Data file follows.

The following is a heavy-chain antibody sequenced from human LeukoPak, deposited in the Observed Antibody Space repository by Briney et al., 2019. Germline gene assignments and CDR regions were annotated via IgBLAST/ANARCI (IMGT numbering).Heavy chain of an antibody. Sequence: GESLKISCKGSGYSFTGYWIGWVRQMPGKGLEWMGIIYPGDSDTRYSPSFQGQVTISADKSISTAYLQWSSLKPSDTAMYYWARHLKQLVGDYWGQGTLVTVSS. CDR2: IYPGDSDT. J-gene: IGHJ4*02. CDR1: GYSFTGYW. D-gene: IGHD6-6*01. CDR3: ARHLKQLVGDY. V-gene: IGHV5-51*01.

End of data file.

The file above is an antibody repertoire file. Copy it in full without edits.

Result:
The following is a heavy-chain antibody sequenced from human LeukoPak, deposited in the Observed Antibody Space repository by Briney et al., 2019. Germline gene assignments and CDR regions were annotated via IgBLAST/ANARCI (IMGT numbering).Heavy chain of an antibody. Sequence: GESLKISCKGSGYSFTGYWIGWVRQMPGKGLEWMGIIYPGDSDTRYSPSFQGQVTISADKSISTAYLQWSSLKPSDTAMYYWARHLKQLVGDYWGQGTLVTVSS. CDR2: IYPGDSDT. J-gene: IGHJ4*02. CDR1: GYSFTGYW. D-gene: IGHD6-6*01. CDR3: ARHLKQLVGDY. V-gene: IGHV5-51*01.